In December of 2011, Laura Ash moved to Tanzania with her family in hopes to light the country with solar energy. A few months later the small family went on a safari and ended up at Kirurumu lodge above Lake Manyara in the Great Rift Valley. There, Laura went on a plant walk with a Maasai herbalist, Sayanga. After that walk, and a plethora of questions, Sayanga asked Laura to help him document his traditional medicine knowledge.
Laura was then invited to the Misigiyo village in the Ngorongoro Conservation Area, the home location of Sayanga’s village (boma) for more than 100 years. Within a year of multiple plant and identification excursions, safari’s, sacred retreats, video documentation and the support of the community of Maasai herbalists, villagers, the chief and his wives, the Maasai fieldwork is complete.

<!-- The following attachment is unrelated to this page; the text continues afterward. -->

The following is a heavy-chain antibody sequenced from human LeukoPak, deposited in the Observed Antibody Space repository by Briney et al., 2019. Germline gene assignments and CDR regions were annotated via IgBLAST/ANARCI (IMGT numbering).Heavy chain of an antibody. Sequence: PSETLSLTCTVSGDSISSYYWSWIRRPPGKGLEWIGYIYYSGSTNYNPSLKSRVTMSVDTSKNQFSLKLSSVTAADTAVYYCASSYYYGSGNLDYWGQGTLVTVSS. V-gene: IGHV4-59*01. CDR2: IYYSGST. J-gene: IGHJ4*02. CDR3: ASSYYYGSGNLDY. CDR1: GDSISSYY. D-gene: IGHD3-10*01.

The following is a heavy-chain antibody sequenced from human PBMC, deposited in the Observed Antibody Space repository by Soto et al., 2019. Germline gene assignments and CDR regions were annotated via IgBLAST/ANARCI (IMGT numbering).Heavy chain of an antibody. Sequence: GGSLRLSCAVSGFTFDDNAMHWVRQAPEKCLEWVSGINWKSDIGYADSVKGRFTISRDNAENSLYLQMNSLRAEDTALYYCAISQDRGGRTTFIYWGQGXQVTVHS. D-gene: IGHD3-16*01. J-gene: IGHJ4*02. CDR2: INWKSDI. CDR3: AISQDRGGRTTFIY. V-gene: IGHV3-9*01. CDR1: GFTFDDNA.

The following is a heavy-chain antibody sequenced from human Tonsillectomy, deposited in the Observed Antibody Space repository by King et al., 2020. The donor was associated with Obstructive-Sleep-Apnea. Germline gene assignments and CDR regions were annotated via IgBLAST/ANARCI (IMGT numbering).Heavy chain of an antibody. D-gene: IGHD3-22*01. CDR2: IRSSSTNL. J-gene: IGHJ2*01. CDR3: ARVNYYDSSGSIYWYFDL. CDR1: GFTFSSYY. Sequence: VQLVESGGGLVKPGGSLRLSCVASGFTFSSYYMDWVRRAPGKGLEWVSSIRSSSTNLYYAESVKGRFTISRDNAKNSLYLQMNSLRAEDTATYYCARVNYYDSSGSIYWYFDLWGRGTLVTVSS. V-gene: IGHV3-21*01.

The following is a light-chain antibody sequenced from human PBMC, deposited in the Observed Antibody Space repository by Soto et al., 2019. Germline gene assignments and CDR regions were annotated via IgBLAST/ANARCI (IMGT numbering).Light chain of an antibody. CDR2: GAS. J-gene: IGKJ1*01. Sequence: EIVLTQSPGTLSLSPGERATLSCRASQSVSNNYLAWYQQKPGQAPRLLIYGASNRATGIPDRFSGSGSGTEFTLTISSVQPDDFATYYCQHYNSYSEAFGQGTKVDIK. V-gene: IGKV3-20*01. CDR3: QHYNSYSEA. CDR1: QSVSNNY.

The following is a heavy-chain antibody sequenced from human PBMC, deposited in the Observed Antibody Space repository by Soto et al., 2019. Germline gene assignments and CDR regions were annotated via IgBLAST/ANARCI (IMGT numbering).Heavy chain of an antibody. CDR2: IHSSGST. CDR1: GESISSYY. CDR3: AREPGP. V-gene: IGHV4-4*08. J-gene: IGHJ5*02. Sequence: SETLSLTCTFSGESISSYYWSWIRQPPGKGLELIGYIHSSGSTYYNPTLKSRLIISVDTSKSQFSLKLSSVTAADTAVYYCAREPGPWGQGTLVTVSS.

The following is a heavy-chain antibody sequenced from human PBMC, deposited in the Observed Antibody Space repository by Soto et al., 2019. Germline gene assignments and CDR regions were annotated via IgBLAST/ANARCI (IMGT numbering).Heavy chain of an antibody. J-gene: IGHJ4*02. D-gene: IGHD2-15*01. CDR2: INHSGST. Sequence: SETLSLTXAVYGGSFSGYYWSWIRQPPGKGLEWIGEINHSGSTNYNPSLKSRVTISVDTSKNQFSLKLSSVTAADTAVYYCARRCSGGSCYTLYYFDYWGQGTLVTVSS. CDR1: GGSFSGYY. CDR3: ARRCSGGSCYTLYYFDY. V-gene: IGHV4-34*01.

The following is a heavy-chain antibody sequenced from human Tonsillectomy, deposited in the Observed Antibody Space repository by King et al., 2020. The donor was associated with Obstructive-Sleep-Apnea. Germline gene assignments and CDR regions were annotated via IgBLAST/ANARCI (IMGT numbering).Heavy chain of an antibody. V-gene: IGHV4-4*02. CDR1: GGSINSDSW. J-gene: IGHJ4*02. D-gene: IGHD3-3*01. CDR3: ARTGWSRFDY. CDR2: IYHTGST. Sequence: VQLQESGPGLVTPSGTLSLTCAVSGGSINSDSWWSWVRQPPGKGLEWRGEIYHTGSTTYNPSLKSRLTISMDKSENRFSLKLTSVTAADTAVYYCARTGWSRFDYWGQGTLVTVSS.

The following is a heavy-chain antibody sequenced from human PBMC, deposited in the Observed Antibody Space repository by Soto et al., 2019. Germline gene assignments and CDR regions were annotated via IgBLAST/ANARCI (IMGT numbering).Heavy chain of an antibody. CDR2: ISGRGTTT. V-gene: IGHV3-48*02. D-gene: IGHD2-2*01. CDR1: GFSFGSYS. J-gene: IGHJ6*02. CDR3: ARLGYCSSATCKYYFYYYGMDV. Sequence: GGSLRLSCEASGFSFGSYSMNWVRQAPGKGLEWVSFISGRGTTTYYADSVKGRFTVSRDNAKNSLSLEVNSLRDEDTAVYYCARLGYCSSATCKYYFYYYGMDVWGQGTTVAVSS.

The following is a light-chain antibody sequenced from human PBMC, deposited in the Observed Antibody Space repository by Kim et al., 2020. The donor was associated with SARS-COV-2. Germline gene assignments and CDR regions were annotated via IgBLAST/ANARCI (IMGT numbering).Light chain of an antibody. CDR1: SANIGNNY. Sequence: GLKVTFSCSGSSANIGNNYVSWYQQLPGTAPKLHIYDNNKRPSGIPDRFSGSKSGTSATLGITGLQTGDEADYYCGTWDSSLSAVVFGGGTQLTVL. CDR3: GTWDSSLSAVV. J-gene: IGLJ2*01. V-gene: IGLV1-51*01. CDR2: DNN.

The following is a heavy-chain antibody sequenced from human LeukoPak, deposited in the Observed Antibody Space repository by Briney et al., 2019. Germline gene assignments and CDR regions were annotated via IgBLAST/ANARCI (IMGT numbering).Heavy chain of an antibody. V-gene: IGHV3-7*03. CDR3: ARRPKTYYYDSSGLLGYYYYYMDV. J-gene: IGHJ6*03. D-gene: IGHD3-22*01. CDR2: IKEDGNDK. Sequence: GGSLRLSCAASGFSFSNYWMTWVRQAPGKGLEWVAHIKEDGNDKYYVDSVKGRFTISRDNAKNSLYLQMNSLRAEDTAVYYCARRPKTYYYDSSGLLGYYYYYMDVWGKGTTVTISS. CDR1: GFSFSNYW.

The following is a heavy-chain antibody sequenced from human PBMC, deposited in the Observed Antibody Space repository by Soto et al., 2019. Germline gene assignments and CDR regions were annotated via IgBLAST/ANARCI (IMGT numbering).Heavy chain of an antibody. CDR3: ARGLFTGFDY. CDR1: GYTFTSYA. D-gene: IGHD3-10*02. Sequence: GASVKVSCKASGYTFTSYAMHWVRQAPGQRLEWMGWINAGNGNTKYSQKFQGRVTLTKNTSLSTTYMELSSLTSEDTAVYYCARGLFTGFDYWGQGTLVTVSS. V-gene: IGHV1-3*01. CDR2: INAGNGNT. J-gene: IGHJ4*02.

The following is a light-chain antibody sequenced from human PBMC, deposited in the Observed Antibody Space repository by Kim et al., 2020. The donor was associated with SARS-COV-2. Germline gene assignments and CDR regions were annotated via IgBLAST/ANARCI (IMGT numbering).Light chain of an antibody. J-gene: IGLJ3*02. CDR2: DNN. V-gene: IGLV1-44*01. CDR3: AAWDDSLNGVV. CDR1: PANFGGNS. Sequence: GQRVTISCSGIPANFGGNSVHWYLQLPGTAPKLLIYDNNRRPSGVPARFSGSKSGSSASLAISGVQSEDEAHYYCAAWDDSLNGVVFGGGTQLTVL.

By August 2014 Sayanga had received 100 books, most of which he has sold to local safari lodges and a small portion he has kept for the local primary schools to teach the young Maasai children their traditional medical knowledge. The remaining 400 books will be sent to Sayanga at quantities of 100 at a time within the next 3 years. The funds that are coming from the sale of the books are buying a cow for the traditional Orpul and keeping his village from using sustenance farming as a method of financial gain, keeping their traditional food lifestyle thriving.
We are currently applying for funds in order to do a five year evaluation of the impact of the Misigiyo Maasai project focusing on the health of mothers and babies, continued use of traditional medicines, and how the protection of Intellectual Property is utilized the community at large.